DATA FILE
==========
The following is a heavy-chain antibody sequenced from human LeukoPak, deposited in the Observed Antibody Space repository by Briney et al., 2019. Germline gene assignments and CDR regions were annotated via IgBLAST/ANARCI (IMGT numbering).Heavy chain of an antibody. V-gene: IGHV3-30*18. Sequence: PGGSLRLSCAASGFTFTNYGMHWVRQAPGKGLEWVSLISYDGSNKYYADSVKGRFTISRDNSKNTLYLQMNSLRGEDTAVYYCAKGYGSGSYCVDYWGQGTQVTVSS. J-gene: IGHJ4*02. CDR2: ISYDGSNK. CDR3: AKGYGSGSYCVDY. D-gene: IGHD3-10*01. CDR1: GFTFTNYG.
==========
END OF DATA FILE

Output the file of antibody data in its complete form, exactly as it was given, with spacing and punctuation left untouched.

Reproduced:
The following is a heavy-chain antibody sequenced from human LeukoPak, deposited in the Observed Antibody Space repository by Briney et al., 2019. Germline gene assignments and CDR regions were annotated via IgBLAST/ANARCI (IMGT numbering).Heavy chain of an antibody. V-gene: IGHV3-30*18. Sequence: PGGSLRLSCAASGFTFTNYGMHWVRQAPGKGLEWVSLISYDGSNKYYADSVKGRFTISRDNSKNTLYLQMNSLRGEDTAVYYCAKGYGSGSYCVDYWGQGTQVTVSS. J-gene: IGHJ4*02. CDR2: ISYDGSNK. CDR3: AKGYGSGSYCVDY. D-gene: IGHD3-10*01. CDR1: GFTFTNYG.